Tuesday, 31 January 2012

Barnard's Loop

Recently a friend of mine made an adapter for me that enables me to fit my "old" Mamiya 645 medium format lenses on my "modern" ST-8300M CCD-camera. Because of the large flange focal distance of the Mamiya 645 lenses, there remains enough space to fit a filter wheel between the lens and the camera.

On the evening of January 31, 2012, I've tried out the adapter and it works! The adapter has been made a little shorter than calculated to be sure that the lenses can be focused in combination with filters in the light path. Instead of rotating the lens to the infinity mark, the lens has to be focused on a bright star (or object on the horizon).

First light was with a 45 mm f/2.8 lens and 7 nm H-alpha filter. The camera and lens were mounted on my Vixen Photoguider.

I took 12 images of 5 minutes each (unguided and rough polar alignment). Two images were wasted due to guiding errors, so here is 50 minutes of Barnard's Loop in Sweet Lake City's light pollution soup.

Saturday, 28 January 2012

City Astronomy

Dutch Astronaut André Kuipers took an image of the Netherlands (and Belgium) from space.

I live in the centre of the red cross hair: one of the most light polluted areas of the Netherlands. The bright yellow spots are caused by assimilation lights of greenhouses.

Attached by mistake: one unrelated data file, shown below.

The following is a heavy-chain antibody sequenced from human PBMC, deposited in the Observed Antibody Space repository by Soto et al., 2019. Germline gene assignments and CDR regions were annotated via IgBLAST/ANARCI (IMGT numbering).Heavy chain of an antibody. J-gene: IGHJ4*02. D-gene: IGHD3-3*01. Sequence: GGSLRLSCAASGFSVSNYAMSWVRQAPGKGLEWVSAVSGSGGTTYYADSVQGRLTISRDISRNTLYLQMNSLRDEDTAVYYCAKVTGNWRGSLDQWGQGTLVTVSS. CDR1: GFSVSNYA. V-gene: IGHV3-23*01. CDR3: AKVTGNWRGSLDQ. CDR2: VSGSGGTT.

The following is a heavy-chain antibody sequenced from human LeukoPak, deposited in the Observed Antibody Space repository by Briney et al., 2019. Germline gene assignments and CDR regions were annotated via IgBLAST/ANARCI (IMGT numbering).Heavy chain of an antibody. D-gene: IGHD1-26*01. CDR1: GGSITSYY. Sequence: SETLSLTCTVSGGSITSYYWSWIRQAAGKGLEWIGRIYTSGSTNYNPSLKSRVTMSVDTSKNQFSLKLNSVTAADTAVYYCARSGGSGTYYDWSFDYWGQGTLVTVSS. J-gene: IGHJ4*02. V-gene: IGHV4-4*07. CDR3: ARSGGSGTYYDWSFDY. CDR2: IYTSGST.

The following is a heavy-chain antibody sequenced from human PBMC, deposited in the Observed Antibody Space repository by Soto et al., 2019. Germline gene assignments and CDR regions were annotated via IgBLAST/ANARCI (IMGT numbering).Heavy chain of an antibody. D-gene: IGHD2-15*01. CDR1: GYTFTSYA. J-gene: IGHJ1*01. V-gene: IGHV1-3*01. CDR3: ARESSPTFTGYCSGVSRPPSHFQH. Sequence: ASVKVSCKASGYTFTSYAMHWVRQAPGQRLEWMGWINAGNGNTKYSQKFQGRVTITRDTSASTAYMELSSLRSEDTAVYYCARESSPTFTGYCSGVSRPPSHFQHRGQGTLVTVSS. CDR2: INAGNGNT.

What does this mean for (amateur) astronomy? Well, kids who grow up in this part of the Netherlands cannot experience the splendour of the milky way. Most kids don't even know the existence of it, until they go on a holiday to a "dark" place. It also means that taking a picture of the Orion constellation with an exposure time of 2 minutes will lead to an overexposed image. The image below was exposed for 10 seconds at ISO 1600 with a Canon 5D Mark II and Canon EF 24-70 mm f/2.8 L USM lens at 25 mm f/5.6.

The only celestial objects in the sky that don't get disturbed by light pollution are the moon and planets. The following picture was taken on the same evening (January 27, 2012) at the public astronomical observatory of Rijswijk, located on top of a 12 storey high apartment building. You can see Jupiter on the top left and the moon and Venus at the lower right. On the foreground, a fellow astronomer is taking pictures of this conjunction. The high antennas are lightning rods. Exposed for 2.5 seconds with the same camera and lens at 24 mm f/5.6 and ISO 1600.

When the moon set, it disappeared in the clouds. Again taken with the same camera, but with a Mamiya 210 mm Sekor-C f/4 lens. Exposed for 4 seconds at f/8 and ISO 1600.